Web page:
Not Even Close to Bruckner: Felix Mendelssohn Bartholdy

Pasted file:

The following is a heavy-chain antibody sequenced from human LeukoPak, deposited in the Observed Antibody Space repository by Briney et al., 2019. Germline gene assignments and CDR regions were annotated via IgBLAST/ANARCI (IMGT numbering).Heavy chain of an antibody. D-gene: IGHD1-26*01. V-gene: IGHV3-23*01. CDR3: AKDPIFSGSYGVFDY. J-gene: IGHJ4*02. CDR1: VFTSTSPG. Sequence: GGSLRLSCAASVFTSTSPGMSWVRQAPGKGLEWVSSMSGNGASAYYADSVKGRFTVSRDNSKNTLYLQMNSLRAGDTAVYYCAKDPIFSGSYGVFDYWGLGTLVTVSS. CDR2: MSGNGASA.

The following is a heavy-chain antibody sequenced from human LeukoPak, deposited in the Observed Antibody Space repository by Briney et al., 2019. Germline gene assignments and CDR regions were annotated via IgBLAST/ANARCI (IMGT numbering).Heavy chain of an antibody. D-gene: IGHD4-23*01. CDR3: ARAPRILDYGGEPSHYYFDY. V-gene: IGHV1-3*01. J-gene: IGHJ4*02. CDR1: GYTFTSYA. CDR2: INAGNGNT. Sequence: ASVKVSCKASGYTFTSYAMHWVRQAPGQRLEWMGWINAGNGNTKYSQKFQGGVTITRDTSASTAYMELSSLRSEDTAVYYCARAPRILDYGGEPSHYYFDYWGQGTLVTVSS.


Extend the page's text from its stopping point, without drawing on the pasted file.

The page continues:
My goal in programming Chorale’s March 16 concert, was to present repertoire that I find very beautiful, and that I thought our singers, and the audience, would enjoy. I had no intention of presenting a didactic lecture-recital; just music that goes well together, fits well under one umbrella (in this case, Austro-German Romanticism), but offers at the same time some variety and interesting juxtaposition. Like—a major, accompanied work, juxtaposed to some smaller, a cappella pieces; Catholic music, as opposed to Lutheran; earlier, as opposed to late. But I find, in the course of studying the music we are preparing-- both the scores themselves, and critical literature about them-- that I am increasingly interested in the split that seems universally acknowledged, right down the middle of the nineteenth century musical world. Over and over I read about the Wagner wing versus the Brahms wing; the labels, though general and over-simple, really do stick. And I discover that some of my personal reactions to these composers and their music, over the years and in many different contexts, are illuminated by what I read about this split. Felix Mendelssohn Bartholdy (1809-1847) was pretty much an exact contemporary of Berlioz (1803), Schumann (1810), Liszt (1811) and Wagner (1813). A fertile ten years. These composers knew of one another’s work, mostly were acquainted with one another, were in some cases very close to one another. Of the five, Mendelssohn was by far the most conservative, while three of the remaining men, Liszt, Wagner, and Berlioz, are identified as founders and leaders of the radical New German School. Schumann, an experimental visionary in some respects and a startlingly original voice, came to be identified with the conservatives in later years, partly because of his support for Brahms.